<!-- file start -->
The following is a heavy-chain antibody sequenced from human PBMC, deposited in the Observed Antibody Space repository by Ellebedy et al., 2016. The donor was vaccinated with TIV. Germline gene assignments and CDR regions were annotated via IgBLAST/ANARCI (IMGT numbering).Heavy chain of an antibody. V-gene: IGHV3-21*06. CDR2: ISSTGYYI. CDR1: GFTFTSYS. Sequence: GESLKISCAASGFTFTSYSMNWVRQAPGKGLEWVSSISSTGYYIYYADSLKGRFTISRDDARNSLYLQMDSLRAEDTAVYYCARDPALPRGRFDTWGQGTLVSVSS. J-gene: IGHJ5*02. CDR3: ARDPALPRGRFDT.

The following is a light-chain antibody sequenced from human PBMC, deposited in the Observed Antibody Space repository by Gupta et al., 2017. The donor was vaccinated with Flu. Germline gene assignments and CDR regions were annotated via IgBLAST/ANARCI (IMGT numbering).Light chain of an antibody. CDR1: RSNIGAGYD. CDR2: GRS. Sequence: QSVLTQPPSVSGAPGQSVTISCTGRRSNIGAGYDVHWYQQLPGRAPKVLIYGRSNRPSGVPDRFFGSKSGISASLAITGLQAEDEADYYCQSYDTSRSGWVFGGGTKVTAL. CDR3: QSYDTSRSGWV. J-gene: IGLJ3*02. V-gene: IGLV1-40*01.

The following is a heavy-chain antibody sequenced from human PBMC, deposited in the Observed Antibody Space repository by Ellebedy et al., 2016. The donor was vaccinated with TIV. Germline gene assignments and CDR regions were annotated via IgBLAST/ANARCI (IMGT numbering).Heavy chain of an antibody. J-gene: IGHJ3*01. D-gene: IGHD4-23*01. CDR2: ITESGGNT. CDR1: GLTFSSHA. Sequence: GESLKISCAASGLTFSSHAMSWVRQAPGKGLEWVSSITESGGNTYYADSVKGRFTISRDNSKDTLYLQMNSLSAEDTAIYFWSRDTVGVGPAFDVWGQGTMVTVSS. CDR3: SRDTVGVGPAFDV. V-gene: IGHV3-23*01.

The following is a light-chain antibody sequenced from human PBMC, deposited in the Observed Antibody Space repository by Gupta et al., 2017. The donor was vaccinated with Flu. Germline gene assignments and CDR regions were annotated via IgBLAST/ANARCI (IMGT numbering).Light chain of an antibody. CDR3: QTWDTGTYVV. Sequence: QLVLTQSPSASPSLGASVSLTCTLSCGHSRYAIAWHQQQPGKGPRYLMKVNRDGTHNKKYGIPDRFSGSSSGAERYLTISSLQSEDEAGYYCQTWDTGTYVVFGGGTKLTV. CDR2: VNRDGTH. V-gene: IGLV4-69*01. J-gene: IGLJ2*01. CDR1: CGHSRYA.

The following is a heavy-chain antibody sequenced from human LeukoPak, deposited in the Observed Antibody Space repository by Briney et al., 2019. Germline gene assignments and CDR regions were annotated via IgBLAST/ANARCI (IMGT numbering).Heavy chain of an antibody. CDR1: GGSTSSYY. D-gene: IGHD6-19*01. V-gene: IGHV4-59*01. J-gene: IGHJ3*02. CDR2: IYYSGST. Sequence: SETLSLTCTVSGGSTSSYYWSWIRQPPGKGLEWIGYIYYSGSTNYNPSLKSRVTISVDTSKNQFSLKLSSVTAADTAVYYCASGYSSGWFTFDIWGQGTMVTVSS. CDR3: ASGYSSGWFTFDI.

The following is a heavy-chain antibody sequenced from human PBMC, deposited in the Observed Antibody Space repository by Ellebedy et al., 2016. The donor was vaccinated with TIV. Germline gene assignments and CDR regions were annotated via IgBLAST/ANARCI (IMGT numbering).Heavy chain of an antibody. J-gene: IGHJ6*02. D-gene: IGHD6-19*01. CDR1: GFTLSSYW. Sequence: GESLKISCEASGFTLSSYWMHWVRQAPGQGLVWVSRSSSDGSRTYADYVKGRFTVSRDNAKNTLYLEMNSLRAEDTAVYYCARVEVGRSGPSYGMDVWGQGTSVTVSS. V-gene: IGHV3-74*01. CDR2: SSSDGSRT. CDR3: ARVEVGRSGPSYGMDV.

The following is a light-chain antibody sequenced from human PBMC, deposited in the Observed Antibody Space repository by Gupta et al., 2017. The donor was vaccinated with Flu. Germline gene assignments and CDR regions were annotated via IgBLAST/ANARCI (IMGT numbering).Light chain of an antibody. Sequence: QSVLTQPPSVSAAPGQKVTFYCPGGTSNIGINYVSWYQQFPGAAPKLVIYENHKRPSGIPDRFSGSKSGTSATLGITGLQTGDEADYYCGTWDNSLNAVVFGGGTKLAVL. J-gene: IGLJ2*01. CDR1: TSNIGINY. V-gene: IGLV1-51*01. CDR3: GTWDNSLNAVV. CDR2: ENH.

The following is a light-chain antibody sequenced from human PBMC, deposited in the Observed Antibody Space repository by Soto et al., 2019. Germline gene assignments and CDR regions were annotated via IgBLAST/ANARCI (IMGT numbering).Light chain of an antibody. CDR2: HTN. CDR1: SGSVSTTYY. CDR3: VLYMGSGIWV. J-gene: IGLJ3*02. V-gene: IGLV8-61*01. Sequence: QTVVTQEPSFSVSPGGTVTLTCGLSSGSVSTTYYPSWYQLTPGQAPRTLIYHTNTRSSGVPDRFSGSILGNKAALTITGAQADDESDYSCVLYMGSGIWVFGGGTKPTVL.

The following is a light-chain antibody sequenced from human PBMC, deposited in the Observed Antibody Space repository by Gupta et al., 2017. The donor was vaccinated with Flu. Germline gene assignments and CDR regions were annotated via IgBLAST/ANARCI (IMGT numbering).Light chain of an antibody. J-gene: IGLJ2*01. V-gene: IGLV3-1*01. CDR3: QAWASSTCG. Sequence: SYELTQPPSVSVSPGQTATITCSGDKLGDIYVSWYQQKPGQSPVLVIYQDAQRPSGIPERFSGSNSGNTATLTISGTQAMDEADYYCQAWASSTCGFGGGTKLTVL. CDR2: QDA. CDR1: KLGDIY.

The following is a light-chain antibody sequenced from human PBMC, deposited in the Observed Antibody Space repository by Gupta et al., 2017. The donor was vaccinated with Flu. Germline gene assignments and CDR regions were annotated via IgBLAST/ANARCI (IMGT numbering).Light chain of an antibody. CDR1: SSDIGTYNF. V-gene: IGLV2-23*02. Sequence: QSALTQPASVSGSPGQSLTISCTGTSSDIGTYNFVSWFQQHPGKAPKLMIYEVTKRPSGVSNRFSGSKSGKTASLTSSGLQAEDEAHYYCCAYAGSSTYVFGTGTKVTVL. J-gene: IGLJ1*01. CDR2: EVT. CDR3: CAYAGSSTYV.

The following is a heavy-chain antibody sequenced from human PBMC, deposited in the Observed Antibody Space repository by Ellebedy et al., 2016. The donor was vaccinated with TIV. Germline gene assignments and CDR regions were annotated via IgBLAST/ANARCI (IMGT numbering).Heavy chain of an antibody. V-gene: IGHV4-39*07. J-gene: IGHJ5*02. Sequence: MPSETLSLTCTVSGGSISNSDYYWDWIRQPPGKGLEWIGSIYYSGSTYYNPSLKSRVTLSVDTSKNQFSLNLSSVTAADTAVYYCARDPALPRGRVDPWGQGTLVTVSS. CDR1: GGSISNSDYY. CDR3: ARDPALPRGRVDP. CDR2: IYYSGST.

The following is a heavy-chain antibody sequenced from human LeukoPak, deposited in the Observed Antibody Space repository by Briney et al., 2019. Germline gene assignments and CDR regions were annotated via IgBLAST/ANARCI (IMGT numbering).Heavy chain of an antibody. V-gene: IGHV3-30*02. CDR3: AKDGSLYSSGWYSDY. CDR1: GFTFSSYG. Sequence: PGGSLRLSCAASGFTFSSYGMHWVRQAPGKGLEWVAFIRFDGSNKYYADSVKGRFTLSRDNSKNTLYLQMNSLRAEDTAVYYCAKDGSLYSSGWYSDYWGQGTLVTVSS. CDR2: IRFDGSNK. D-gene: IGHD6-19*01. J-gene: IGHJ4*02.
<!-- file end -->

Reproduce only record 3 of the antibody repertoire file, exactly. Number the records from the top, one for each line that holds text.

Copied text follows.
The following is a heavy-chain antibody sequenced from human PBMC, deposited in the Observed Antibody Space repository by Ellebedy et al., 2016. The donor was vaccinated with TIV. Germline gene assignments and CDR regions were annotated via IgBLAST/ANARCI (IMGT numbering).Heavy chain of an antibody. J-gene: IGHJ3*01. D-gene: IGHD4-23*01. CDR2: ITESGGNT. CDR1: GLTFSSHA. Sequence: GESLKISCAASGLTFSSHAMSWVRQAPGKGLEWVSSITESGGNTYYADSVKGRFTISRDNSKDTLYLQMNSLSAEDTAIYFWSRDTVGVGPAFDVWGQGTMVTVSS. CDR3: SRDTVGVGPAFDV. V-gene: IGHV3-23*01.